Book Review: “Drive: The Surprising Truth about What Motivates Us” by Daniel H. Pink

Share Button
Scott Drotar Drive
In “Drive,” Daniel Pink discusses what motivates us to work harder.

You all know what day it is so say it with me…It’s Scott Drotar Literary Review Day! This week I present to you a book that looks at the very core of human nature and what makes us tick. Businesses and corporations are constantly striving to find ways to get the most work and return out of their employees. Companies frequently offer incentives like an increase in pay, bonuses, and more vacation time to motivate their workers to perform at a higher level. In this week’s entry, author, Daniel Pink, shows that these external rewards not only do not increase employee productivity, but they can actually diminish it in certain situations. He goes on to discuss the things that do drive us to greater and grander accomplishments, and how to apply this knowledge to your life. This week I examine the psychology classic, “Drive.”

In “Drive” former lawyer and author, Daniel Pink, attempts to answer the question of what makes some people perform better than others. What drives us? He begins by summarizing the current methods used by companies to try to motivate employees, which he calls “Motivation 2.0.” This approach, which has been the primary motivational strategy adopted by businesses, operates on the premise that people work harder to gain rewards and avoid pain. This is basically a “carrots and sticks” perspective on driving performance, and basically states that you can get employees to work harder by offering external incentives and punishing failures. While very few people would disagree with this point of view, and it can be effective in the right context, it turns out that there are numerous situations where this approach is actually counterproductive.

Scott Drotar Daniel Pink
Former lawyer, Daniel Pink, makes a case for changing the way we motivate employees.

The business landscape has been undergoing a shift over the last 30 years from a world dominated by blue-collar, boilerplate workers to a world where employees with analytical and technical skills are in highest demand. Research has shown that with this change from mindless, robotic work to work that requires more critical thinking and creativity, has come a change in what drives employee performance. It turns out that external incentives can limit our ability to think critically and creatively, which will hinder performance in the types of jobs that are becoming most important, such as computer programmers, graphic designers, and engineering. In order to improve performance in this new corporate atmosphere, you have to offer, not external, but internal incentives. Pink discusses three internal incentives in his text, autonomy, mastery, and purpose. Without giving too much away, employees will perform better when they are given control over the work they do, when they can better themselves, and when they are doing work that benefits others. He goes on to describe each of these internal incentives in detail, as well as how and when to apply them.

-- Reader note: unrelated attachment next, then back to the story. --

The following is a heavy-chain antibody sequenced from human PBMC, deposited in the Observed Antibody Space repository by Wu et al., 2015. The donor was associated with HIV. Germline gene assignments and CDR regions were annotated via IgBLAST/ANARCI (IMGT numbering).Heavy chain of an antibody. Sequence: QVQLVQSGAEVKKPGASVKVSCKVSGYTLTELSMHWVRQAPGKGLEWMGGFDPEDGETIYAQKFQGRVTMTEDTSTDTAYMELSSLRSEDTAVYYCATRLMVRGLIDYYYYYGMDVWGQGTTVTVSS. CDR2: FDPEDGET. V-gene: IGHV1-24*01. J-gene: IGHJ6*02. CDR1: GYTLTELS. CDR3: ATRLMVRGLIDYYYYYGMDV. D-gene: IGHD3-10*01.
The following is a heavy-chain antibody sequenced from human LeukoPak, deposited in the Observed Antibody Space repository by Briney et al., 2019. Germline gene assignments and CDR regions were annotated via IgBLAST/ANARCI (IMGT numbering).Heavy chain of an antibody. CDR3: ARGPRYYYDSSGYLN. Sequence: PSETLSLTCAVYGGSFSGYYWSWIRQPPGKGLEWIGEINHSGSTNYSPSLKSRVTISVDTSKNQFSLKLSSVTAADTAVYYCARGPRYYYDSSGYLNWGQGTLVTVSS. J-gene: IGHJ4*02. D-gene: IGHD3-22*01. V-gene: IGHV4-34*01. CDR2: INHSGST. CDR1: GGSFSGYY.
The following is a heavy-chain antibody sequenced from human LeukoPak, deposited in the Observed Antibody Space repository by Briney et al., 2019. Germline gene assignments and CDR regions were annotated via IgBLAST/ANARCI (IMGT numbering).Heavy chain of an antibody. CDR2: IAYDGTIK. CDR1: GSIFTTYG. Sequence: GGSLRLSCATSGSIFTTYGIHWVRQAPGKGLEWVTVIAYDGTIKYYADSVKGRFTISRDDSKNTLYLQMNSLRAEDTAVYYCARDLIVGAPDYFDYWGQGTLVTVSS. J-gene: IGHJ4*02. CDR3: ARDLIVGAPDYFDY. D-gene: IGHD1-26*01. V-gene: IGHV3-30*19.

The information contained in “Drive” is so valuable that Pink was asked to give a TED talk about this topic. In his brief, 18 minute talk, he covers how the old, “carrots and sticks” method is no longer the best way to improve employee productivity, and how the use of internal incentives can be more effective in many circumstances. If you still are not sold on the fact that you can benefit greatly from this incredible book, here is the TED talk Pink gave in 2009.

Drive” was a very enjoyable read in terms of writing style and the presentation of the information. Pink has a flowing, easy-going style, that allows him to present dry, technical details without boring the reader. Countless studies and findings are cited and examined, but the discussion is always kept at a level that any reader can understand. While the focus of the book is on increasing productivity in a business setting, and thusly the majority of the examples throughout the book are business oriented, the author also makes a point to show how these ideas can be applied in anyone’s life. Whether it be motivating your children, your spouse, or even yourself, these concepts can be effective in driving performance.

There is not much bad to say about “Drive.” It presents novel information that can benefit nearly anyone in a way that is accessible to almost everyone. If nothing else, this text will teach you how to get yourself to be as productive as possible, both at work and in your personal life. This is a reward that you should be interested in regardless of who you are and what you do. So, it is pretty much a no-brainer this week. “Drive” gets a 5 out of 5 on the Roll Models Review Scale.

Roll Models 5 Chair Rating

Share Button

Leave a Reply

Your email address will not be published. Required fields are marked *